By day, you’ll find Soba Kaluthota teaching statistics to first-year Environmental Science students or with colleagues in the Aquaculture Centre of Excellence where, as a researcher, she analyzes the nutrient content in water samples as researchers look to turn fish waste into liquid fertilizer.
Number crunching isn’t for everyone, and even someone who loves data, as Kaluthota does, needs a break sometimes. That’s where her art comes in – creating usable, practical pieces like clocks, stools and charcuterie boards that feature glistening images of sandy beaches, frothy surf and sea turtles, in a glossy, hardened layer of epoxy resin. Some are two dimensional. Others have the added dimension of shells, figurines or pebbles.
Kaluthota, her husband, Chinthaka, and two daughters, then aged three and one, moved to Lethbridge in 2010 from Columbo, the capital of Sri Lanka. The Indian Ocean was just a 15-minute drive from her home.
Her art captures the beauty of the ocean she misses, created with unique paint colours (combinations of powered pigment, acrylic paint and alcohol ink) she can’t exactly replicate from one batch to another. As a result, each piece is unique, preserved forever in a high gloss, non-degradable plastic. As an environmentally-minded scientist, she does have some regret about bringing plastic into the world, but she tempers it with the fact her art has purpose in people’s homes and can help foster an appreciation for the natural world she replicates.
With degrees in forestry and environmental sciences, and chemistry, from Sri Lanka, and a master’s in tree physiology from the University of Lethbridge, Kaluthota started working at Lethbridge College in January 2016.
Learning to teach for the first time, balancing commitment to her class and a research team, while juggling family commitments and adjusting to life in a new country, art was a critical stress reliever, helped along by her introduction to the Lethbridge Artists Club. The club was a conduit to new friends in the community and facilitated exhibitions of her work locally and in the Jubilee Auditorium in Calgary. She serves on the club’s board.
“I’ve been painting as long as I can remember,” Kaluthota says. “I used to do a lot of fabric paintings. My kids still have pillowcases that I painted with different cartoon characters.” Growing up in Sri Lanka, art was infused in the culture. Murals cover the walls of modern cities, rock art depicts the island’s ancient history, and Buddhist temples feature paintings telling the stories of the faith.
“Painting is my stress reliever,” she says. “If I have free time and I’m doing nothing, then I think about my problems. I don’t want that, so I always keep myself busy.”
This fall, she got busy creating art for the Lethbridge Handmade Market held most recently in October, and repeating every second month. Look for her at the next market Dec. 12.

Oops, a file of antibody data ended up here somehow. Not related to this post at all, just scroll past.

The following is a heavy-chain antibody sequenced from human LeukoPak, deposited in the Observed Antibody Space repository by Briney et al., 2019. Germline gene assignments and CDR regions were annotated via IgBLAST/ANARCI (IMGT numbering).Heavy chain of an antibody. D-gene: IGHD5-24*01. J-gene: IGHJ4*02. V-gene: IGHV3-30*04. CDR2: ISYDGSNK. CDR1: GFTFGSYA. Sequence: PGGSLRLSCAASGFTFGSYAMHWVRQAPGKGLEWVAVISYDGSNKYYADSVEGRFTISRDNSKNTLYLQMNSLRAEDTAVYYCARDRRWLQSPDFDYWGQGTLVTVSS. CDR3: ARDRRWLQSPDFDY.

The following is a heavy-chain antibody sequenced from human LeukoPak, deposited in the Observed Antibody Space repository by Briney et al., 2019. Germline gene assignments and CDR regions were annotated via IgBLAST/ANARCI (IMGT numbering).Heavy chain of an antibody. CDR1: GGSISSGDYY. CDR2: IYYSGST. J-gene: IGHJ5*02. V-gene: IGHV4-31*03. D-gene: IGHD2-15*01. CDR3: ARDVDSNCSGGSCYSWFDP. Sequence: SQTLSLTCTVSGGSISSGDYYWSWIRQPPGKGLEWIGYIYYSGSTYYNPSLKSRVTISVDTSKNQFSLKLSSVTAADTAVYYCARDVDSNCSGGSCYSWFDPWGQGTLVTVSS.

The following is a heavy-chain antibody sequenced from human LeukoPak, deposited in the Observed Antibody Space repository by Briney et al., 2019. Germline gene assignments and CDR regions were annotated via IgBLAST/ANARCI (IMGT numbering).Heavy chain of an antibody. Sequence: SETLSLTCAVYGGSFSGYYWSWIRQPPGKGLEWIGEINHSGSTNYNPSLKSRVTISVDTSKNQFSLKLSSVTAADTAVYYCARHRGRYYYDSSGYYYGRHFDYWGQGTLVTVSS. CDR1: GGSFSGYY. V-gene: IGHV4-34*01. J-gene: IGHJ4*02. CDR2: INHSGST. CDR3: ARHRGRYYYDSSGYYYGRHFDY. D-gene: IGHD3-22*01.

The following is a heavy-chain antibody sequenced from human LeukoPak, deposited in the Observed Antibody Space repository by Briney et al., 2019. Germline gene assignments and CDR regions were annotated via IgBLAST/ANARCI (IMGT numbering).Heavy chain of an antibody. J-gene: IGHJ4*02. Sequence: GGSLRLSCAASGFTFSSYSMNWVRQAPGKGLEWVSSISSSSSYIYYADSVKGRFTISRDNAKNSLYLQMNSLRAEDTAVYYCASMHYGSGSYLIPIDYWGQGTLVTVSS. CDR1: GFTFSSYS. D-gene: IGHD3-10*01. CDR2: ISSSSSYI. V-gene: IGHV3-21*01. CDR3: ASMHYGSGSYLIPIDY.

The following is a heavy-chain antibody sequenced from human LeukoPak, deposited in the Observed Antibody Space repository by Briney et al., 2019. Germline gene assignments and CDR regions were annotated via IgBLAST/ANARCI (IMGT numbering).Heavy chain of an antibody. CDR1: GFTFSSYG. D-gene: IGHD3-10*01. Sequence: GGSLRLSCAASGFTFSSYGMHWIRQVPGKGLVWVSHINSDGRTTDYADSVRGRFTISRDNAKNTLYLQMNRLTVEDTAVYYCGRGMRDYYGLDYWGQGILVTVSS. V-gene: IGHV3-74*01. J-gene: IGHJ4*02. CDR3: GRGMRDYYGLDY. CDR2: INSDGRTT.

“I don’t have a separate studio space at home,” she says. “My ‘studio’ is my dining table and kitchen table. I do everything in a week before the sale. For a week, my house is a mess and I have stuff everywhere.”
For beginners, she doesn’t suggest leaping into epoxy art, because resin is expensive. Instead, she suggests starting with acrylic pouring. All you need is acrylic paint (dollar store supplies work just fine), canvas and a pouring medium.
Her epoxy art requires a more solid canvas. Her most popular creations are charcuterie boards for adults and trinket dishes, which she uses as giveaways at her shows. She’s experimenting with painting other surfaces, including wine glasses.
“What I really love about art is seeing people’s reaction to it.”
How to get started:
- Don’t talk yourself out of trying it by saying you can’t draw. “All you have to do is mix four different colours, pour it onto a canvas and then swirl it. Anyone can do it.” Whatever you create will be one of a kind.
- Start with dollar store canvases and craft paints. With red, blue, yellow, black and white craft paint, you’ll be amazed at the colours you can mix. Once you discover you enjoy the art form, you can purchase other acrylic paints.
- You will want to purchase pouring medium, labelled as transparent and gloss. It thins your paint to a pourable consistency and because it’s transparent and gloss, your paint will retain its colour and dry to a shiny finish. You can also thin your paint to a pouring consistency using water, but this will dilute your colour. Start out with these basic inexpensive materials to get a feel for acrylic pouring.
- If you enjoy your small projects, there are additional materials to consider, such as gesso (a canvas primer) and gel medium (to add volume to your paint while maintaining rich colour). You can find an explanation of these things on a how-to video she did for Shaw TV.
- Consider joining the Lethbridge Artists Club to meet others who are interested in art. You’ll meet great people (at a safe distance) and be inspired to try new things. Kaluthota is on the board.